The weekend of April 29-30, the Virginia Synod and the community surrounding Hebron Lutheran Church in Madison will all take part to celebrate the 300th anniversary of Hebron! Organized in 1717 by German settlers, Hebron is known as the oldest Lutheran worshipping community in the south.
The first Lutheran immigrants came to Virginia in 1717 to work at Governor Spotswood’s frontier mining community of Germanna. Others of their co-religionists followed- these were scattered, as indentured servants, over the same northern piedmont region. In 1725, most of the approximately sixty Lutheran families in Virginia moved to the Robinson River Valley. There: “at the very border of the Country under the Great Ridge of Mountains,” they formed the congregation and community of Hebron. Worship services were begun in 1726 in their roughly-built “German Chapel.”
The wooden church stands as the oldest continually operating Lutheran Church in the United States. Built in 1740 using traditional German building techniques, Hebron is one of four surviving wooden churches from Virginia’s colonial heritage.
In 1789, the “German Chapel”, played a role in the election of James Madison to the first Congress. Patrick Henry, the governor of Virginia at the time, blocked Madison from a seat in the first Senate, as well as gerrymandered electoral districts, including the Madison area, so that James Monroe would run against Madison for a seat in the House of Representatives. Madison appealed to those in the area surrounding Hebron on a platform supporting a Bill of Rights, and especially freedom of conscience in the new congress. Madison even visited Hebron Lutheran, addressing the members there and discussed constitutional subjects. These visits catapulted Madison to win the election- winning by only 336 votes across his 8-county district. From this election, historians have concluded that the United States might have lost the Bill of Rights had Madison lost the Congressional election.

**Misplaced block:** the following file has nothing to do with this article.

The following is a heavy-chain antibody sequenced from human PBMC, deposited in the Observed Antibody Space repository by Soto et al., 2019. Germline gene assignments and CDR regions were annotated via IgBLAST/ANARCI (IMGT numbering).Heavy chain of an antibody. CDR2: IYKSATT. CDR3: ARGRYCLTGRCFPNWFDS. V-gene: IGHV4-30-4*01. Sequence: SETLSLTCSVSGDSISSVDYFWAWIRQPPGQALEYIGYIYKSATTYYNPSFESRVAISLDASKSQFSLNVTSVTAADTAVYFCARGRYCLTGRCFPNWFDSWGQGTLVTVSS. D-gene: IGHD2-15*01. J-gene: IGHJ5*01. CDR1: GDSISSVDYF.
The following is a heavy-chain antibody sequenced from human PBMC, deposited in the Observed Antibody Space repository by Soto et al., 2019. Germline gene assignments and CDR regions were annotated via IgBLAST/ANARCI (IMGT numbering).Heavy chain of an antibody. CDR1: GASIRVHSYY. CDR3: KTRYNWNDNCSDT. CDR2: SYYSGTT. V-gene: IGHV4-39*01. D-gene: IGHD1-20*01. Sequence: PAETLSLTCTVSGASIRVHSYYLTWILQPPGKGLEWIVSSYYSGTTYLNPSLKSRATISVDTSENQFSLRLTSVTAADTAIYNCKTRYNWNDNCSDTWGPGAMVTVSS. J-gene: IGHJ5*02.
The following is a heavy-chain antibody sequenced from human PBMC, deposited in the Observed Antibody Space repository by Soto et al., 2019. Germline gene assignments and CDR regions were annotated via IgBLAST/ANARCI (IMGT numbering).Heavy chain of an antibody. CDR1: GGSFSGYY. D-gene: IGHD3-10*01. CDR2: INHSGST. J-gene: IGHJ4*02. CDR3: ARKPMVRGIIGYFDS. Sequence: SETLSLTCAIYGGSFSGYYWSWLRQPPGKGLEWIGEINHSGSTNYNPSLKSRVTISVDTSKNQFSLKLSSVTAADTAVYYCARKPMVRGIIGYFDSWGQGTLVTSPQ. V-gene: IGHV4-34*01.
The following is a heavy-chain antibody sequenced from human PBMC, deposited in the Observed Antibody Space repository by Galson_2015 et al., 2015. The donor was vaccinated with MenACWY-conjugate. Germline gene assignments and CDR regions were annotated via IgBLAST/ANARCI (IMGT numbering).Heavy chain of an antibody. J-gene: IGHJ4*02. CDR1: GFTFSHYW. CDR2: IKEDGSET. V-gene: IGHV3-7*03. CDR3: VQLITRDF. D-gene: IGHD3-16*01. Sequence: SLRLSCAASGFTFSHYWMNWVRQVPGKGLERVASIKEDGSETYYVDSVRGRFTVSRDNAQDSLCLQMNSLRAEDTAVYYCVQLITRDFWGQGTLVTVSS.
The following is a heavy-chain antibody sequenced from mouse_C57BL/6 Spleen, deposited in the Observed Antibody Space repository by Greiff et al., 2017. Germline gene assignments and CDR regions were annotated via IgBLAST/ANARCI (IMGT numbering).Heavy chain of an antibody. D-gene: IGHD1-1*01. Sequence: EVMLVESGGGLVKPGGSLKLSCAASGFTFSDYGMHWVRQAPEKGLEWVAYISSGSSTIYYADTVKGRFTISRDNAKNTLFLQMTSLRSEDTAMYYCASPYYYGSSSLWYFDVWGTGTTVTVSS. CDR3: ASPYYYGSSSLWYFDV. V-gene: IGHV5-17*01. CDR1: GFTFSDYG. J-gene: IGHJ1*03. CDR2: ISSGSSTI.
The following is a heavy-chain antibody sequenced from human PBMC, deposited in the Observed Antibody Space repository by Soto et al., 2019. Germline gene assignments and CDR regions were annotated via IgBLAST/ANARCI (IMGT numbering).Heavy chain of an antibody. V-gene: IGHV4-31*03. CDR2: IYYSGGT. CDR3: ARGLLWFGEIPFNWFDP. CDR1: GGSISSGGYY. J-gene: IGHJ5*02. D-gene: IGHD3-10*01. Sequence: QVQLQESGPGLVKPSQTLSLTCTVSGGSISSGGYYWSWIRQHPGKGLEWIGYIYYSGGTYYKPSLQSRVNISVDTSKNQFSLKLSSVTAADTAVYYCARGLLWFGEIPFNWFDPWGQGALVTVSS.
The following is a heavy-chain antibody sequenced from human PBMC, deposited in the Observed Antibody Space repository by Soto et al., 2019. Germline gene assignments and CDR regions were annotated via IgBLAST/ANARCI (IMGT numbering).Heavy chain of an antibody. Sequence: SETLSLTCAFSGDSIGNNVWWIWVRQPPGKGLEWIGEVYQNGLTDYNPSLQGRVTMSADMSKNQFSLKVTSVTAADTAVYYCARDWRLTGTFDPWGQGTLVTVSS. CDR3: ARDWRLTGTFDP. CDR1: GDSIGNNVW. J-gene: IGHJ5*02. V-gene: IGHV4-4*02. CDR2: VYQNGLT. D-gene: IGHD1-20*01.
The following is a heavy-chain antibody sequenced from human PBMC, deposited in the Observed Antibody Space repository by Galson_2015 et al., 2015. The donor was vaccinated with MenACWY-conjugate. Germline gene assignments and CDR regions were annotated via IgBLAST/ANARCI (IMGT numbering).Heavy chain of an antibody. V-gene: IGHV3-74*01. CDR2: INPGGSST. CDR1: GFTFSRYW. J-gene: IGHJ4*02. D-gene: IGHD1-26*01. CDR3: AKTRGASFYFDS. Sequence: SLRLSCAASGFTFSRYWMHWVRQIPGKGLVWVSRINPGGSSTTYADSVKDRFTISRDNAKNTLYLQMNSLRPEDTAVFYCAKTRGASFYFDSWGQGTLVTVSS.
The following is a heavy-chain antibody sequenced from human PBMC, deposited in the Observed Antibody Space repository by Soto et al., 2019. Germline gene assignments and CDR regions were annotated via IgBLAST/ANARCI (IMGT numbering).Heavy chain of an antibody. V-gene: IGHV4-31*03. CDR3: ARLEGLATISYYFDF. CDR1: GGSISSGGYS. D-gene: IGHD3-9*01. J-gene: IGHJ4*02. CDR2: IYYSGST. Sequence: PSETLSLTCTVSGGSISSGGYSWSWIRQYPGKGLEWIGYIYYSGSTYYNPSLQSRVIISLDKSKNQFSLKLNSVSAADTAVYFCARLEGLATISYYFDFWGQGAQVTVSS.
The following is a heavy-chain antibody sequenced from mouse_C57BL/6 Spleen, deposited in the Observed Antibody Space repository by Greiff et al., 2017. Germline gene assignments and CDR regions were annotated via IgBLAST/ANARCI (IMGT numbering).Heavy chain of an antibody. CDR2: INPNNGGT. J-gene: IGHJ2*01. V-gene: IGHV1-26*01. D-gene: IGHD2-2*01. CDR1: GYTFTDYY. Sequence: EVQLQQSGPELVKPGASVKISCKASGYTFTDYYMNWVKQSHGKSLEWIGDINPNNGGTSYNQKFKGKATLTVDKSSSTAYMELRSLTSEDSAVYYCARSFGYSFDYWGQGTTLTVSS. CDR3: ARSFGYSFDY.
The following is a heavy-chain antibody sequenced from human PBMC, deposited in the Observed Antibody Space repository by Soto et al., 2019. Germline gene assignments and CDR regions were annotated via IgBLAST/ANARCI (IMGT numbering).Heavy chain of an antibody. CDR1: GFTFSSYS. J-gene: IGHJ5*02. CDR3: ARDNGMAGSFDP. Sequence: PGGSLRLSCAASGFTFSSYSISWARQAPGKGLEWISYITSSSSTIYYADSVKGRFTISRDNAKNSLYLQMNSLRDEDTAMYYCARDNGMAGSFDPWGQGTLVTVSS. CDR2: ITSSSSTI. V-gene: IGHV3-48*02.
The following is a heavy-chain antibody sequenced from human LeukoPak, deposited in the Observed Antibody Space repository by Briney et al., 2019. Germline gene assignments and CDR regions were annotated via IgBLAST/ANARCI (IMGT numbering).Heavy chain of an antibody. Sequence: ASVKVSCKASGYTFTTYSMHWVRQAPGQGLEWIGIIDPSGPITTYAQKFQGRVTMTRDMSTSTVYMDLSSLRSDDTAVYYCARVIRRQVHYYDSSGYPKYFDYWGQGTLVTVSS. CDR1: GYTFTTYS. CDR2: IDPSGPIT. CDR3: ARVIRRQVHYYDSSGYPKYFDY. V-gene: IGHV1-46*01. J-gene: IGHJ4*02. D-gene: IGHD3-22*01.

In 1802 a Tannenburg organ was purchased and installed in the gallery of the church’s annex. It was constructed by a master organ maker David Tannenburg of Lillith, Pennsylvania. The organ was originally hauled to Madison by oxcart. It is one of only nine Tannenberg organs still in existence today and is the only Tannenberg organ that is still played in its original home. It is in near original condition. The organ’s keys are reverse-colored, made of ebony and ivory.
In 1885 the ceilings of Hebron were adorned with decorative victorian patterned frescoes, painted by Italian painter Giuseppe Oddenino.
Many changes have taken place at the church over 300 years, yet much remains the same, like the three horse stiles surrounding the church entrances!
This Saturday and Sunday the Virginia Synod and Hebron community will celebrate the long life of Hebron, with worship services led by ELCA PresidingBishop Elizabeth Eaton, Guest Preacher Assisted by Virginia Synod Bishop James Mauney and Hebron Pastor Patricia Covington.
Following the worship service, Saturday will take the time to recognize Hebron’s life, as well as the 175th Anniversary of Roanoke College, and recognize the 500th anniversary of Martin Luther and the protestant reformation. The afternoon will feature a historic presentation on Hebron, “God’ s People Together: Yesterday, Today, and Tomorrow ” presented by Ms. Judy Ann Fray, Chairperson of the Historical Committee and Longtime Church Member, regards from Roanoke College President Michael C. Maxey, “Roanoke Rising: From a Small School in a Humble Cabin to a First Class College on a Beautiful Campus “, as well as words from Bishop Elizabeth A. Eaton, “Being Forward in Faith: A 501 Church: Questions and Answers “.
On Sunday, the Hebron community is invited to join together in worship and reflection to celebrate the life of Hebron. The afternoon will feature historic presentations on Hebon, the History of the Church and Congregation by Rev. William Hall, Hebron Pastor from 1970 – 1980, and on Hebron’s 1802 Tannenburg Organ by George Taylor.
For more information on celebrating and honoring Hebron’s history, click here.